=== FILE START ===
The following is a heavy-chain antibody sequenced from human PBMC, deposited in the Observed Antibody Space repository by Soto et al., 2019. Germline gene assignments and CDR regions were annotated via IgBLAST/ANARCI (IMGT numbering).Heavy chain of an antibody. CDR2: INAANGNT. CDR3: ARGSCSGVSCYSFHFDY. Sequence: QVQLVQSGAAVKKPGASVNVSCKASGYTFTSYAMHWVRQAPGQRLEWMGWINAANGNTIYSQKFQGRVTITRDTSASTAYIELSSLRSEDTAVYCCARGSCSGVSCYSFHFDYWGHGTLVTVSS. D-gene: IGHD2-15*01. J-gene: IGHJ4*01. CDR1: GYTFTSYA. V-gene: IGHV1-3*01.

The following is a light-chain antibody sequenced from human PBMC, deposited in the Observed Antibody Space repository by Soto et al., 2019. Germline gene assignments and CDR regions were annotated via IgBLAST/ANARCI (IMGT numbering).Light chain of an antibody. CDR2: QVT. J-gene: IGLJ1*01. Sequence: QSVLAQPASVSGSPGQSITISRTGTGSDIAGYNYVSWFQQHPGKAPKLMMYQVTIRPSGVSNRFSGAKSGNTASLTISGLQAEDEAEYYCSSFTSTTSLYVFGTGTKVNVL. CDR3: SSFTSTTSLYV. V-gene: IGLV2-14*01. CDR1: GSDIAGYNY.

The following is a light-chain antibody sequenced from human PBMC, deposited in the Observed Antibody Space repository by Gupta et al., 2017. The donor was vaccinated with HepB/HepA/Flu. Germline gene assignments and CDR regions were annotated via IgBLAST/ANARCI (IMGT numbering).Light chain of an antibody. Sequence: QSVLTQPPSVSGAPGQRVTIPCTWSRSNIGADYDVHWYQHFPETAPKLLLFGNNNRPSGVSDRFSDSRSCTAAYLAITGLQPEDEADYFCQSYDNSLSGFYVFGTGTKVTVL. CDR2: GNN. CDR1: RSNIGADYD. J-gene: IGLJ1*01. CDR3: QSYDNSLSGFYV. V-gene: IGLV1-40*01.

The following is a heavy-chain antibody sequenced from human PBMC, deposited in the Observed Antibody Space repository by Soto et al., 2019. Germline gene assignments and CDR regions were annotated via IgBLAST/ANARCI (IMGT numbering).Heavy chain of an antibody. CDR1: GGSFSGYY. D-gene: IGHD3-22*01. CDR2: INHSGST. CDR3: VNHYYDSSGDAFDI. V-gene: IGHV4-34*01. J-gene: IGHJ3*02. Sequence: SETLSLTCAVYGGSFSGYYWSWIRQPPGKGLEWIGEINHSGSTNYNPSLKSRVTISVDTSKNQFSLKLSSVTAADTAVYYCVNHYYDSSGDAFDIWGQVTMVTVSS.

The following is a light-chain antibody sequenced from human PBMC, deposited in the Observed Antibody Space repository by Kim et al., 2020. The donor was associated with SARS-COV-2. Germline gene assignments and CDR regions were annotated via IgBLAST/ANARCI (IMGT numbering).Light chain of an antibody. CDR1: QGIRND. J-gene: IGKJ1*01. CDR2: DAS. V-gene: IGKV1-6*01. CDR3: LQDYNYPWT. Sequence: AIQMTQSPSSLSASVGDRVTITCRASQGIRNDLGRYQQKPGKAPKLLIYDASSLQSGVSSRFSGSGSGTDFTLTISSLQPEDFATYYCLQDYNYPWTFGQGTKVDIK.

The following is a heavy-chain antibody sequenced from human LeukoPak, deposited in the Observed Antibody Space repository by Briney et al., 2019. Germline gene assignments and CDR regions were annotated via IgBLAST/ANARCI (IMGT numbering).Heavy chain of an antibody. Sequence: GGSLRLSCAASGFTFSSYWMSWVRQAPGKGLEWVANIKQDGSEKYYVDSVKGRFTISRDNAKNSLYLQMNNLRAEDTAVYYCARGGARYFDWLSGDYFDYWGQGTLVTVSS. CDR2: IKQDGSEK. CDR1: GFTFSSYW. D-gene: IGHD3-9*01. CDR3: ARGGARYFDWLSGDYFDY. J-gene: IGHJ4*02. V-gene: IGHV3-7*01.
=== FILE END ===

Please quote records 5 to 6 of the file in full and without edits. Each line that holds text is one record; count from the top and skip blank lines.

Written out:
The following is a light-chain antibody sequenced from human PBMC, deposited in the Observed Antibody Space repository by Kim et al., 2020. The donor was associated with SARS-COV-2. Germline gene assignments and CDR regions were annotated via IgBLAST/ANARCI (IMGT numbering).Light chain of an antibody. CDR1: QGIRND. J-gene: IGKJ1*01. CDR2: DAS. V-gene: IGKV1-6*01. CDR3: LQDYNYPWT. Sequence: AIQMTQSPSSLSASVGDRVTITCRASQGIRNDLGRYQQKPGKAPKLLIYDASSLQSGVSSRFSGSGSGTDFTLTISSLQPEDFATYYCLQDYNYPWTFGQGTKVDIK.

The following is a heavy-chain antibody sequenced from human LeukoPak, deposited in the Observed Antibody Space repository by Briney et al., 2019. Germline gene assignments and CDR regions were annotated via IgBLAST/ANARCI (IMGT numbering).Heavy chain of an antibody. Sequence: GGSLRLSCAASGFTFSSYWMSWVRQAPGKGLEWVANIKQDGSEKYYVDSVKGRFTISRDNAKNSLYLQMNNLRAEDTAVYYCARGGARYFDWLSGDYFDYWGQGTLVTVSS. CDR2: IKQDGSEK. CDR1: GFTFSSYW. D-gene: IGHD3-9*01. CDR3: ARGGARYFDWLSGDYFDY. J-gene: IGHJ4*02. V-gene: IGHV3-7*01.